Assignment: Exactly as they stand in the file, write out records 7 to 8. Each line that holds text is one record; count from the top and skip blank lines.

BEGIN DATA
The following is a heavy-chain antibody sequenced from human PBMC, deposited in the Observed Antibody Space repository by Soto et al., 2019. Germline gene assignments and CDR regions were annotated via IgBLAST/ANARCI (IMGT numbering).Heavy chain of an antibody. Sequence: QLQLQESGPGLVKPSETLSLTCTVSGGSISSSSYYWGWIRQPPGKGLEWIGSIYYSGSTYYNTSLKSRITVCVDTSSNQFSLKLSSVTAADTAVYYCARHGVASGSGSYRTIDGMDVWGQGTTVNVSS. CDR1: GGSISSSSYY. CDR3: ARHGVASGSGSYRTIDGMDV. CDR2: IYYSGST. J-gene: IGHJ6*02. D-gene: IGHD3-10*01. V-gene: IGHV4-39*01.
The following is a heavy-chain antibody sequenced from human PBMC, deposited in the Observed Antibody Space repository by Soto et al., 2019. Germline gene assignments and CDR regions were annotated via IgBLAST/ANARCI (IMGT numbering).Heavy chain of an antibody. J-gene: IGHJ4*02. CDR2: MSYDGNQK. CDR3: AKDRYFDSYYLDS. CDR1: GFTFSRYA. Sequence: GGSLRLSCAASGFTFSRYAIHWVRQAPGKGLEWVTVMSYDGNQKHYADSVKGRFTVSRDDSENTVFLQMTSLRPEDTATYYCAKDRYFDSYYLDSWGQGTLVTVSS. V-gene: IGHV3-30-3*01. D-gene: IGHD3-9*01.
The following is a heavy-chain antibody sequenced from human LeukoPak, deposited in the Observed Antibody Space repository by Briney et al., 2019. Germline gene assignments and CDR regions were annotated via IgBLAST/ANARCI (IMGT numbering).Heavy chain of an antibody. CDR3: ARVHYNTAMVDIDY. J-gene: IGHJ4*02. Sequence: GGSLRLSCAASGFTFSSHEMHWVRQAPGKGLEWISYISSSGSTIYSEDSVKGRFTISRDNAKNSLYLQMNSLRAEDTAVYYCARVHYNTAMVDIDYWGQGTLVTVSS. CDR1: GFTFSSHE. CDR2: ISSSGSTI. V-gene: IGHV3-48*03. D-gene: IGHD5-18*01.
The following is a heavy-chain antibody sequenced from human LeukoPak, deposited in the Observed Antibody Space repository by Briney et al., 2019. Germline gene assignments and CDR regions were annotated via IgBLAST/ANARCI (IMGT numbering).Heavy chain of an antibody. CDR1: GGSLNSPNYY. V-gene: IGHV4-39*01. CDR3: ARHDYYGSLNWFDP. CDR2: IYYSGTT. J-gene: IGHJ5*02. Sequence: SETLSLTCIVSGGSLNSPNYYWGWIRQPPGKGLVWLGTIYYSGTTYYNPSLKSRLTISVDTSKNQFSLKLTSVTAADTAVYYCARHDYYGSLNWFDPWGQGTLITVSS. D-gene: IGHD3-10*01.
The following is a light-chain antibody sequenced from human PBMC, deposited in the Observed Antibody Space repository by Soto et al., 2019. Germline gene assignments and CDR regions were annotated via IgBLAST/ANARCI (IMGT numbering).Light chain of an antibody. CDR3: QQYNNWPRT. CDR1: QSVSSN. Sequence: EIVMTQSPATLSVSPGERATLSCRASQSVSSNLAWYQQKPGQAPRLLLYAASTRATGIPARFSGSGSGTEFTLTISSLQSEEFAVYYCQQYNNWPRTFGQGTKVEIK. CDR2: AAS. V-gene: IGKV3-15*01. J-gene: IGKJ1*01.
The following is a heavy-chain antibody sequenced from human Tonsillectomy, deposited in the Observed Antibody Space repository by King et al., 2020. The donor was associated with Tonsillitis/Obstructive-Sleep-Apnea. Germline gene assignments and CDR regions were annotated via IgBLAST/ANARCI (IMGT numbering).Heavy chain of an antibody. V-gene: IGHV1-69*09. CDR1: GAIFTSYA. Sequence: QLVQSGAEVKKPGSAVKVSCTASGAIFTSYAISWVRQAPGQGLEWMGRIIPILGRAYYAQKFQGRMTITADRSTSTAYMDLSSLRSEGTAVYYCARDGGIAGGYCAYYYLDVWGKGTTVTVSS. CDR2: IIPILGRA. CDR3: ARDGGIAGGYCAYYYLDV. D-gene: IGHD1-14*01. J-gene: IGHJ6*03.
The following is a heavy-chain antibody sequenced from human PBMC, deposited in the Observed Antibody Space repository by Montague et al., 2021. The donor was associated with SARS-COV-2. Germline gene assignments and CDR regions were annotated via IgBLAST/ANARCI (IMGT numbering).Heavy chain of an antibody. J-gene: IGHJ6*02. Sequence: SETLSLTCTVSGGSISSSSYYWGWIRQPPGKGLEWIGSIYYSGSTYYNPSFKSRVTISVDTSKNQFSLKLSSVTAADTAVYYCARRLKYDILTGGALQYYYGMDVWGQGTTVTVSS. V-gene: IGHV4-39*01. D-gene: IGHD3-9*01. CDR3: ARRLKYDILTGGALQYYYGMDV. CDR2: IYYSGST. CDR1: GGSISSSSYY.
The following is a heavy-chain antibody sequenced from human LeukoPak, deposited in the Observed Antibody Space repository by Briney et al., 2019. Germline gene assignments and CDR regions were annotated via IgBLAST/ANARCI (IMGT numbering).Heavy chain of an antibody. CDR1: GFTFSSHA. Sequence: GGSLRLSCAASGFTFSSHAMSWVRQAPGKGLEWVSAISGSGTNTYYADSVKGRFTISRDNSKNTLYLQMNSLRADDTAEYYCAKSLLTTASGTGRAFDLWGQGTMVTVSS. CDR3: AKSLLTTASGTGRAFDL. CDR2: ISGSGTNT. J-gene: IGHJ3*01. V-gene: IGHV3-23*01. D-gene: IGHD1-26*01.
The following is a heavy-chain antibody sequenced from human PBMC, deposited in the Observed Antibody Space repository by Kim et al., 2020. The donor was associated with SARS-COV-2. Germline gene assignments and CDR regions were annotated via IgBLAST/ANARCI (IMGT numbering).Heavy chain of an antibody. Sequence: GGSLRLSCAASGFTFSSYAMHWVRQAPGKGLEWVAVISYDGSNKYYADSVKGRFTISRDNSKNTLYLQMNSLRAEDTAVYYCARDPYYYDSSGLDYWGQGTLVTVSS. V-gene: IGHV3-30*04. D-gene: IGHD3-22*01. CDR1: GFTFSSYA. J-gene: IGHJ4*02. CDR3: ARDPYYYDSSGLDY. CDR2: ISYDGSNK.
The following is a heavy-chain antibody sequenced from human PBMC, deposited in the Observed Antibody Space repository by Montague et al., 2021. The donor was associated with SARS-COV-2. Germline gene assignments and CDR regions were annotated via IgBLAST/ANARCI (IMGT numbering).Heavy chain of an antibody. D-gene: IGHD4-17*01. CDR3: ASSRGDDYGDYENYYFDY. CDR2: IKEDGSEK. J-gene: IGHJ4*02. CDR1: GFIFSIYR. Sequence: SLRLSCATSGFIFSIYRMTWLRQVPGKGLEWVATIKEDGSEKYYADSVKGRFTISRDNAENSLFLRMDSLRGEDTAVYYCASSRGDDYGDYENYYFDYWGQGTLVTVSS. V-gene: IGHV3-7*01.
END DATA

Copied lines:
The following is a heavy-chain antibody sequenced from human PBMC, deposited in the Observed Antibody Space repository by Montague et al., 2021. The donor was associated with SARS-COV-2. Germline gene assignments and CDR regions were annotated via IgBLAST/ANARCI (IMGT numbering).Heavy chain of an antibody. J-gene: IGHJ6*02. Sequence: SETLSLTCTVSGGSISSSSYYWGWIRQPPGKGLEWIGSIYYSGSTYYNPSFKSRVTISVDTSKNQFSLKLSSVTAADTAVYYCARRLKYDILTGGALQYYYGMDVWGQGTTVTVSS. V-gene: IGHV4-39*01. D-gene: IGHD3-9*01. CDR3: ARRLKYDILTGGALQYYYGMDV. CDR2: IYYSGST. CDR1: GGSISSSSYY.
The following is a heavy-chain antibody sequenced from human LeukoPak, deposited in the Observed Antibody Space repository by Briney et al., 2019. Germline gene assignments and CDR regions were annotated via IgBLAST/ANARCI (IMGT numbering).Heavy chain of an antibody. CDR1: GFTFSSHA. Sequence: GGSLRLSCAASGFTFSSHAMSWVRQAPGKGLEWVSAISGSGTNTYYADSVKGRFTISRDNSKNTLYLQMNSLRADDTAEYYCAKSLLTTASGTGRAFDLWGQGTMVTVSS. CDR3: AKSLLTTASGTGRAFDL. CDR2: ISGSGTNT. J-gene: IGHJ3*01. V-gene: IGHV3-23*01. D-gene: IGHD1-26*01.